Rental fees and security deposits

Your rights as a renter, what your fees should be, and how to get a deposit back from your landlord

Happy woman sat amongst moving boxes in new flat

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Anyone who has rented a home has felt the sting of expensive fees and deposits that can disappear for small infractions. Read our guide on getting a fairer deal if you’re part of Generation Rent.

Moving house is a stressful time, as not only do you have to pack up all your possessions and uproot your home, but you have to pay an extraordinary amount of money to do so. When you add up all the fees, the security deposit and the first month’s rent, the cost of moving can become excessive.

Fees

Letting agency fees are changeable, and can vary massively between agents – some charge nothing and others £400 plus – but there is little you can do to avoid this payment. When you add the holding deposit, it adds up to a large upfront payment.

The government recently suggested a ban on letting agency fees, but it’s not yet clear what this means for tenants. Letting agents say that the fee includes reference checks, contract fees and credit checks, but this shouldn’t cost too much.

The good thing is you can check how much your letting agent will charge, so you don’t get stung.

 

Potential costs before you move in:

Holding deposit

£200-£500

Contract or administration fee

£100-£350

Reference checks

£50-£100

Credit checks

£50-£100

 

Potential costs while you’re at the property, and after you move out:

Tenancy renewal

£100-£200

Amendments to contracts

£50-£100

Unpaid rent penalty

£20-£40

Early termination of contract

Up to £300 per person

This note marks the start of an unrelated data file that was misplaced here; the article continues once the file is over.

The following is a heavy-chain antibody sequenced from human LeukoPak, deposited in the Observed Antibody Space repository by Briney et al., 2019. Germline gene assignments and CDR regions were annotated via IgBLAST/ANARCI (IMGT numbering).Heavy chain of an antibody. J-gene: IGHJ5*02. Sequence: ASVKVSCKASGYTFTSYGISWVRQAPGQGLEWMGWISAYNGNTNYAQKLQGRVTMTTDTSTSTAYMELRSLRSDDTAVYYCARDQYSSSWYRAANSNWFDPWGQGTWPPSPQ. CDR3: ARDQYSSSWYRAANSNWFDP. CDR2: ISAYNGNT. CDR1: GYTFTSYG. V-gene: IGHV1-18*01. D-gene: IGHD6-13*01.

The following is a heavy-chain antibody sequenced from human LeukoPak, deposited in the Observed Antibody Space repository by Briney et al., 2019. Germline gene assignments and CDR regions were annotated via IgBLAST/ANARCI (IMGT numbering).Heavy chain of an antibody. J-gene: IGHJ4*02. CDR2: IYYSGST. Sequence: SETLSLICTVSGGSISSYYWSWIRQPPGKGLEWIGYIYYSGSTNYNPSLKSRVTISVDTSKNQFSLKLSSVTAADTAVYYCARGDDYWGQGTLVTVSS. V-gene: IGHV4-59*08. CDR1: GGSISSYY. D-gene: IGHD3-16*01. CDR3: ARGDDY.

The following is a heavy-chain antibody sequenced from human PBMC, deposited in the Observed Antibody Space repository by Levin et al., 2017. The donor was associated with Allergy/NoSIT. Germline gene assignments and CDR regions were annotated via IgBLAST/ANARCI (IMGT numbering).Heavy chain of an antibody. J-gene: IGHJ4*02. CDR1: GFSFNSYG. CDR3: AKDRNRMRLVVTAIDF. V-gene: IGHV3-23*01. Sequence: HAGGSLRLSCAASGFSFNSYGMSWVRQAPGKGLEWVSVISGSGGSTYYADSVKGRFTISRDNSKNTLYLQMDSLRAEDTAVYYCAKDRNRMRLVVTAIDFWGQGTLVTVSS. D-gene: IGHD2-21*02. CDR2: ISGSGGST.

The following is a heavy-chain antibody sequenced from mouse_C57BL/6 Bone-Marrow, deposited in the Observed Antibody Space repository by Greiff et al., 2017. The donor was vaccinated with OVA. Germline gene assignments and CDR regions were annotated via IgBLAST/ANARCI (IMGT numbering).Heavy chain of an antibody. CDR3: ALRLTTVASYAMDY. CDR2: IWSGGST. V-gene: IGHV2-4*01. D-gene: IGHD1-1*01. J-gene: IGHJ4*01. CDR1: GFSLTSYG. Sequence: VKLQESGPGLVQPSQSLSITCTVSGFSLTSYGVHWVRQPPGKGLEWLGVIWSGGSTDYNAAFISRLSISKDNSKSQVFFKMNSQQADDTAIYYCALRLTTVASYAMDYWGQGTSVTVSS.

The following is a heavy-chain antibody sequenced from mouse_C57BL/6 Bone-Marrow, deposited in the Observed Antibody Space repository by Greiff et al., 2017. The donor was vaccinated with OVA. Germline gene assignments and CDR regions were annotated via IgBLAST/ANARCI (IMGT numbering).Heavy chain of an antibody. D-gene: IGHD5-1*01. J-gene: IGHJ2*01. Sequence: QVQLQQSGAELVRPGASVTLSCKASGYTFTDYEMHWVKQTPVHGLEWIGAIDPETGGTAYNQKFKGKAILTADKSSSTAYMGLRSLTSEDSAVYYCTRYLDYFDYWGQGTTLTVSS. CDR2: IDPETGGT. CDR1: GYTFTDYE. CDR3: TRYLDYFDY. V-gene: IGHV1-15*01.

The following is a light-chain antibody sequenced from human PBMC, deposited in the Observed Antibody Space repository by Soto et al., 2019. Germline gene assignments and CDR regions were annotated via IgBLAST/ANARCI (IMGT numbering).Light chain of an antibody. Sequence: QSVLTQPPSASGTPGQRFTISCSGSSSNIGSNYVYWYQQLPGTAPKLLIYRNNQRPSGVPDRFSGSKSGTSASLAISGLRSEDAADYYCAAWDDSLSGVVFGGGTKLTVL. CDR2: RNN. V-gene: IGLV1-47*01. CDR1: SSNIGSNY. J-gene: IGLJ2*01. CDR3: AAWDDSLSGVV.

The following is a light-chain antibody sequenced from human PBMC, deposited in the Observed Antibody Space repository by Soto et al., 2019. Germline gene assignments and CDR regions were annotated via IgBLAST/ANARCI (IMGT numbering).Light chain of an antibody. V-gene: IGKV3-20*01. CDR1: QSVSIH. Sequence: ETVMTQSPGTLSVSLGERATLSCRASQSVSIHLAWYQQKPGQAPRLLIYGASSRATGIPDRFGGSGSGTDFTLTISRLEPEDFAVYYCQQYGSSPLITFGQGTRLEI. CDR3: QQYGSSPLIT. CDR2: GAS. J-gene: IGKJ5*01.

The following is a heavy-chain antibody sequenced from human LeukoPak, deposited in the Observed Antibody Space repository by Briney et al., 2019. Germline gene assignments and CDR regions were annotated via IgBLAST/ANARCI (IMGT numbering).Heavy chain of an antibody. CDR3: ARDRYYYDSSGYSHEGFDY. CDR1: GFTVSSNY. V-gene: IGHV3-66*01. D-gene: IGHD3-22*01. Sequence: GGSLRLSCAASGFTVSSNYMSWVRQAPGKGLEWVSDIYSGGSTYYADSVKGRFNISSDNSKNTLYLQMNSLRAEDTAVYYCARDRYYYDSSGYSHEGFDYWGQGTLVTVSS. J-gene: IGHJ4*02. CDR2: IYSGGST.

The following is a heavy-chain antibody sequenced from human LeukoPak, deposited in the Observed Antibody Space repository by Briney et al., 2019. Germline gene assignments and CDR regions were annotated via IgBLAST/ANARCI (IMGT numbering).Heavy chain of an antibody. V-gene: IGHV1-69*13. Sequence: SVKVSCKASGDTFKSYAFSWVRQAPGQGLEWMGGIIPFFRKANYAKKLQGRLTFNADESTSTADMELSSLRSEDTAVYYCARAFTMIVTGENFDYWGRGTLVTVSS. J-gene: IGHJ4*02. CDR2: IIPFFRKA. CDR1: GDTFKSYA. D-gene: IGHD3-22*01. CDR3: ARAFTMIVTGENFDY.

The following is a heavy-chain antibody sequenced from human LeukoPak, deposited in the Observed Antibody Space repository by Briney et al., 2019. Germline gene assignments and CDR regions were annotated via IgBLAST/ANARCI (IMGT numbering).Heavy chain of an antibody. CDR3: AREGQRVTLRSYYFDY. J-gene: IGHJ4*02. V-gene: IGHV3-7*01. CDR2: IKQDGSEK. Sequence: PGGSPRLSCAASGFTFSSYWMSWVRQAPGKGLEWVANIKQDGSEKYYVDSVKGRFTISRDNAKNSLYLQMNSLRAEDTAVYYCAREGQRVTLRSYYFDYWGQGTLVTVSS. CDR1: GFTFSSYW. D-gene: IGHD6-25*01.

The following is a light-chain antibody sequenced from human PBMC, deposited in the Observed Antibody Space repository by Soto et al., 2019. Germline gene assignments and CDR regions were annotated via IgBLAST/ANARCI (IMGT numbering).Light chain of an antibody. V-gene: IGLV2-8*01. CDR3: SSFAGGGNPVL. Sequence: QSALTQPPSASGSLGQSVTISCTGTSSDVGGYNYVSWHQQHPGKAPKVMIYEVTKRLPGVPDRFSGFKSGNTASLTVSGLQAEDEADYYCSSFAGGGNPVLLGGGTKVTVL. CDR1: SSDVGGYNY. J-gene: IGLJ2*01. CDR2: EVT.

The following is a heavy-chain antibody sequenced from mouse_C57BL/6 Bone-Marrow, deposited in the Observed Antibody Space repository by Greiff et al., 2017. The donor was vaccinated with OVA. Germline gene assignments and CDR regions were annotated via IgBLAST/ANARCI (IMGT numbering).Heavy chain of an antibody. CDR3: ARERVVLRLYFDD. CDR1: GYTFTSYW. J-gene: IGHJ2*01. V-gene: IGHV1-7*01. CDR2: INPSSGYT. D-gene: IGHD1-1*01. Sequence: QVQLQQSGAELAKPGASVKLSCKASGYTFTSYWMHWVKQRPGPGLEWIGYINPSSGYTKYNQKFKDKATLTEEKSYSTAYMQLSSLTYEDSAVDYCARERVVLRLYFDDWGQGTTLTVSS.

Checkout fee

£100-£200

Any deposit deductions

Depends on how much deposit you paid

Deposits

Once you‘ve decided on the flat or house and paid the fees, you’ll need to pay the security deposit. This is normally six weeks’ rent, or around 1.5 times the monthly rent.

Deposit protection has been a legal requirement since 2007. This means that if landlords take money off a deposit when you move out, they have to show the reason why.

There are three main schemes in place – mydeposits, The Deposit Protection Service and The Tenancy Deposit Scheme - which all protect tenants’ money from unscrupulous landlords.

When you move in, it’s important to have an independent inventory taken of the property, for the benefit of both the landlord and the tenant. This will mean that every carpet, fixture and fitting is checked for damage.

That way, when you move out, you can both check that everything is as it should be, and isn’t damaged or different. It’s also a good idea for you to attend the check-out process, so if you need to dispute something, then you’re aware of it first-hand.

Whilst you may think that landlords might want to keep the deposit, this is unlikely, as disputes are often a lengthy and stressful process. Most landlords are looking for a hassle-free tenant, so it pays to clean up and fix any damages before you move out.

Disputes with the landlord

Unfortunately, things don’t always go to plan, so what can you do if need to dispute a charge on your deposit?

The most common reasons for a landlord withholding or deducting from a deposit are carpet stains, chipped paint, cracked or broken windows, and the house or flat not being cleaned to a professional standard.

You can also lose your deposit if you miss the last rent payment, or if there are any items missing from the inventory.

Your landlord or letting agent will let you know if they make any deductions from your deposit, and you can then ask why, and dispute this with them. Often, landlords will want to settle the dispute quickly, and will give you a chance to rectify the problems yourself.

However, if this doesn’t happen, you can get in touch with the deposit scheme’s alternative dispute resolution (ADR) service, who will decide whether your landlord is being reasonable. Their impartial decision is final, and both you and the landlord must agree to it.

Following this, you can go to court, but this is a very drawn out process and can be very costly for the tenant. So the best way to get your deposit back is to ask your landlord exactly what they want from you before you move, clean up properly and replace any damaged items where possible. 

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